Russian authorities threaten Navalny with prison time unless he appears for parole hearing in Moscow tomorrow
The Moscow branch of Russia’s Federal Penitentiary Service (FSIN) has threatened to go to court with a request to overturn Alexey Navalny’s suspended sentence in the Yves Rocher case unless he appears for a parole hearing in Moscow tomorrow. This was reported by Navalny’s lawyer Vadim Kobzev on Twitter.
In a statement, the FSIN said that Navalny hasn’t fulfilled the duties assigned to him by the court and has evaded the prison inspectorate’s attempts to monitor his probation.
On December 22, 2020, the journal The Lancet published an article based on materials from the German Charité Clinic, collected according to the results of the treatment of Russian citizen A.A. Navalny. Based on the publication, A.A. Navalny was discharged from the Charité Clinic on September 20, 2020, and by October 12 all consequences of his illness had passed. As such, the conditionally sentenced person isn’t fulfilling the duties assigned to him by the court and is evading the monitoring of the prison inspectorate.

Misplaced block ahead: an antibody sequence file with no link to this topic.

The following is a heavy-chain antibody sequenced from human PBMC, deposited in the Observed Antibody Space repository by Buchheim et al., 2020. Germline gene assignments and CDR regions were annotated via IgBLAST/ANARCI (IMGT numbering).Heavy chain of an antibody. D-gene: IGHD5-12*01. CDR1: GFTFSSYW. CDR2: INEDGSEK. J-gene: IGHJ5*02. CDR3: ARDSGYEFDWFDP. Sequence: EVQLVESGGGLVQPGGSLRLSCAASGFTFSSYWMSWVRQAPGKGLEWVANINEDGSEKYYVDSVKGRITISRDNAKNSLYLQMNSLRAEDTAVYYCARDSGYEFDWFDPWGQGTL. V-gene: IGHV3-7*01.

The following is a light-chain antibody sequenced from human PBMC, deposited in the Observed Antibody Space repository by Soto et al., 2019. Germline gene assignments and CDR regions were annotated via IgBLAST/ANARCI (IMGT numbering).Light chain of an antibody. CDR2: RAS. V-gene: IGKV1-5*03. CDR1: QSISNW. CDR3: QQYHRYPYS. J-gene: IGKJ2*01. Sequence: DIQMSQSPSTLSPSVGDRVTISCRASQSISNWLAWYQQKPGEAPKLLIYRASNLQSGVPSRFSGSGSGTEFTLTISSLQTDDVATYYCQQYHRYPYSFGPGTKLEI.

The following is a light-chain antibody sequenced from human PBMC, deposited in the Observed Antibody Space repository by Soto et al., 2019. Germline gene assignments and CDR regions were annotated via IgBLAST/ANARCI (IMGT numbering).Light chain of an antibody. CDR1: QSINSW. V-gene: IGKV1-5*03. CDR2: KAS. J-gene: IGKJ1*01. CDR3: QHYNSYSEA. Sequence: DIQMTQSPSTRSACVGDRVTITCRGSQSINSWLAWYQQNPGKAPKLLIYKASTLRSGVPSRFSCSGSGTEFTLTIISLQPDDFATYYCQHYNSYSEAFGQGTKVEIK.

The FSIN noted that if Navalny’s attempts to evade monitoring are confirmed, he will be held liable under article 190, part 4 of the Russian Penal Code. According to the article in question, if a convicted person fails to fulfill the terms of their probation or evades monitoring, the FSIN can file a petition with the court to overturn their suspended sentence and replace it with a real prison term.
On December 30, 2014, Alexey Navalny received a 3.5-year suspended sentence with 5 years probation in connection with Yves Rocher case. The period of his probation is still ongoing because it was later extended by a year — thus, it’s set to end on December 30, 2020. If the courts were to side with the FSIN and overturn Navalny’s sentence, he could receive 3.5 years in prison.
Navalny has been in Germany since August, when he was evacuated to Berlin for treatment after he was poisoned with a Novichok-type nerve agent. Russian President Vladimir Putin has claimed that he personally helped ensure Navalny’s release for treatment abroad, noting that he faced travel restrictions. Navalny maintained that this is a lie and that he had the right to travel freely.